New polymer may find use in self-healing batteries
In a quest for safer lithium-ion batteries, a team of engineers at the University of Illinois (UI) has come up with a solid polymer-based electrolyte that can not only heal itself, but is recyclable without the need for high temperatures or strong acids. By using special cross-linked polymers, the new electrolyte gets stiffer under heat rather than breaking down.
Lithium-ion batteries are one of the great success stories of modern electrical technology. Without them, devices ranging from smartphones to electric cars would be impractical – but they are far from perfect. As they go through regular charging cycles, branch-like structures (dendrites) made of solid lithium metal form and grow through the battery's structure. This can result in reduced service life or electrical shorts. It can also, in extreme cases, damage the battery itself, resulting in fire and explosions.
Part of the reason for these explosive failures is that lithium-ion batteries use a liquid electrolyte – it can enter into a chemical reaction with the electrodes, if the battery is severely compromised. Solid polymer or ceramic electrolytes have been considered as a substitute, but according to Brian Jing – a materials science and engineering graduate student at UI – these tend to melt at the high temperatures generated inside the battery. They also tend to be brittle, making it difficult to maintain electrolyte-to-electrode contact.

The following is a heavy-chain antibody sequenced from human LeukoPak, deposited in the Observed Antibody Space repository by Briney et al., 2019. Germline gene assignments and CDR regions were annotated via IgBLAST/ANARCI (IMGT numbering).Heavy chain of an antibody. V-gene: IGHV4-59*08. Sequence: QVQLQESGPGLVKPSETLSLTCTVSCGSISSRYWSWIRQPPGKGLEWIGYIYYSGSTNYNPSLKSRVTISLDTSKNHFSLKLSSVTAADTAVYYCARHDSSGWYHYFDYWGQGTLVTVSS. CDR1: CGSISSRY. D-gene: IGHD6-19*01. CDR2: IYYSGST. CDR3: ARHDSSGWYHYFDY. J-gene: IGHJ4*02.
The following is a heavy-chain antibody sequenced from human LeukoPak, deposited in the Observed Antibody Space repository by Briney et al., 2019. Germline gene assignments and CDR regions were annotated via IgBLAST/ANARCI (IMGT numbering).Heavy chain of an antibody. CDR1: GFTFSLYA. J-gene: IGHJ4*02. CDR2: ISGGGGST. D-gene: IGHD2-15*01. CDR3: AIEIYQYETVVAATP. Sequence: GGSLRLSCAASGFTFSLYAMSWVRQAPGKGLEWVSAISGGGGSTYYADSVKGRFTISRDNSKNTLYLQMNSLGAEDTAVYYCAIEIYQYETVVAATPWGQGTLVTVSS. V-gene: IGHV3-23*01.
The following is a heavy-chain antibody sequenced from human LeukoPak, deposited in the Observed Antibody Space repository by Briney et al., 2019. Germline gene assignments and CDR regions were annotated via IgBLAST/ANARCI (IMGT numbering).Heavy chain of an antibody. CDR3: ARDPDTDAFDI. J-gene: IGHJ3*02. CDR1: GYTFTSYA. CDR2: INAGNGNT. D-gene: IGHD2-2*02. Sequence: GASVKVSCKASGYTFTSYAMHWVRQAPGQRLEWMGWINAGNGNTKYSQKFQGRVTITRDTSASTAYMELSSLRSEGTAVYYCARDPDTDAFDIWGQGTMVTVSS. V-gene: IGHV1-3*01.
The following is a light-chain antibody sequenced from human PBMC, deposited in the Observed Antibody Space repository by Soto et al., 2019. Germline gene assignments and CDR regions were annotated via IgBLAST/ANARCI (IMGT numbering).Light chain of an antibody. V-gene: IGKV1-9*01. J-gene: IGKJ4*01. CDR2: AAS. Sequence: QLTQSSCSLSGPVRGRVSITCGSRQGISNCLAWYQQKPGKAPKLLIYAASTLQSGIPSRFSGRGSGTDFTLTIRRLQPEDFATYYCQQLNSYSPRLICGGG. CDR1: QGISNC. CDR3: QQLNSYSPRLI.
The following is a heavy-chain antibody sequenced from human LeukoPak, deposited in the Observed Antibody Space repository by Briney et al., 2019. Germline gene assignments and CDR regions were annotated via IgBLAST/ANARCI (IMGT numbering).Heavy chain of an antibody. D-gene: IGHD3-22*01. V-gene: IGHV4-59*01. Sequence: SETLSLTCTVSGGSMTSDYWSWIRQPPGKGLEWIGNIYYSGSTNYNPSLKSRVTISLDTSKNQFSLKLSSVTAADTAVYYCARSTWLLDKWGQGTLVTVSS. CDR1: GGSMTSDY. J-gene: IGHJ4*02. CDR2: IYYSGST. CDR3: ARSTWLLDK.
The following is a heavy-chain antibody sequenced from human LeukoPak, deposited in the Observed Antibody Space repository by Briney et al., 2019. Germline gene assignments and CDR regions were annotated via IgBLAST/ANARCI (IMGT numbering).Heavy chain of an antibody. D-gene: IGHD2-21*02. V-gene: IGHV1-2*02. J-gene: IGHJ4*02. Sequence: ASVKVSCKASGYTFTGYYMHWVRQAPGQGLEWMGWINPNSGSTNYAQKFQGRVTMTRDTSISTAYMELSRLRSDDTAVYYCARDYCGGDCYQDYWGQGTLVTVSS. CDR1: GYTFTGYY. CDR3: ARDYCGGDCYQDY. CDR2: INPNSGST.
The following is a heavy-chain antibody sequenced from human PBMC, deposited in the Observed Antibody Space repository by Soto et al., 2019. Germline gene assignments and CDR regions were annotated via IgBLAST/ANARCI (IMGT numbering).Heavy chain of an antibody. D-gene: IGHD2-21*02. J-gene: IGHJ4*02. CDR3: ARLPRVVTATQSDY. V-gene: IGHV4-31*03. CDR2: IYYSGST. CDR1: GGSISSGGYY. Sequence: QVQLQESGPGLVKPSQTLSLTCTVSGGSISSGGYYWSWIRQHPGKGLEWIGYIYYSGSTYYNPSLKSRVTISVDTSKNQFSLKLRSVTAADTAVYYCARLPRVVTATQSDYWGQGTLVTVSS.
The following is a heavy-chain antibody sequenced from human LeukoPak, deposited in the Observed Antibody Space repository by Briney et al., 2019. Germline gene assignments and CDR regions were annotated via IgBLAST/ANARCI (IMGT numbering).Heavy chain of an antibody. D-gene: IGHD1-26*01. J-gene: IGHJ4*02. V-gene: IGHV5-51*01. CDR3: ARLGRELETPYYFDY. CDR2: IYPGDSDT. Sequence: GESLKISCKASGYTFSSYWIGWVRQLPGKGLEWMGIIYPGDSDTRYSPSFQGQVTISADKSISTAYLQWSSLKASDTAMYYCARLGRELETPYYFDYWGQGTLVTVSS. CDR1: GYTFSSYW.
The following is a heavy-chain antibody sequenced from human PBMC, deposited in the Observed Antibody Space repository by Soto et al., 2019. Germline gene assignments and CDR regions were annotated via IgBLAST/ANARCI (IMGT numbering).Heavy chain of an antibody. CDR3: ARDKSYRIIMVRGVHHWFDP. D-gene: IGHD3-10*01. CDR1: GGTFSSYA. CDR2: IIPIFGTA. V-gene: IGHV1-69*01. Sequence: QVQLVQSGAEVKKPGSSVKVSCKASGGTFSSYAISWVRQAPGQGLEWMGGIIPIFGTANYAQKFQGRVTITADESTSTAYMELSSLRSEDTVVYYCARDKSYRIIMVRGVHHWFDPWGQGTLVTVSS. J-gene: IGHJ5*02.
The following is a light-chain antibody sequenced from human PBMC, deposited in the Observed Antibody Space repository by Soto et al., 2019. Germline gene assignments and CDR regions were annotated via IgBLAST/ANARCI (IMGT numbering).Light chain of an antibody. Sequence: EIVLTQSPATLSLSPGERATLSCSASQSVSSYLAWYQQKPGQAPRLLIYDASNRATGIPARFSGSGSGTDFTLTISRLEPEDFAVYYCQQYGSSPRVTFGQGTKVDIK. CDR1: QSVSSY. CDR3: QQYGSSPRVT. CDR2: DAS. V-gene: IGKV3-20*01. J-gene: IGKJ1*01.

One way to get around this problem is to use cross-linked polymer strands to produce a rubbery lithium conductor. This has a longer service life than the more rigid solid electrolytes, but it isn't self-healing and is difficult to recycle.
The UI team has developed a way to make the cross-links so they produce exchange reactions, and swap polymer strands between them. This means the polymer becomes stiffer when heated and is self-healing, resulting in less dendrite growth. In addition, the polymer can be broken down without the need for strong acids or high temperatures. Instead, it dissolves in water at room temperature. However, the technology is not yet practical.
"I think this work presents an interesting platform for others to test," says team leader Christopher Evans. “We used a very specific chemistry and a very specific dynamic bond in our polymer, but we think this platform can be reconfigured to be used with many other chemistries to tweak the conductivity and mechanical properties."
The research was published in the Journal of the American Chemical Society.
Source: University of Illinois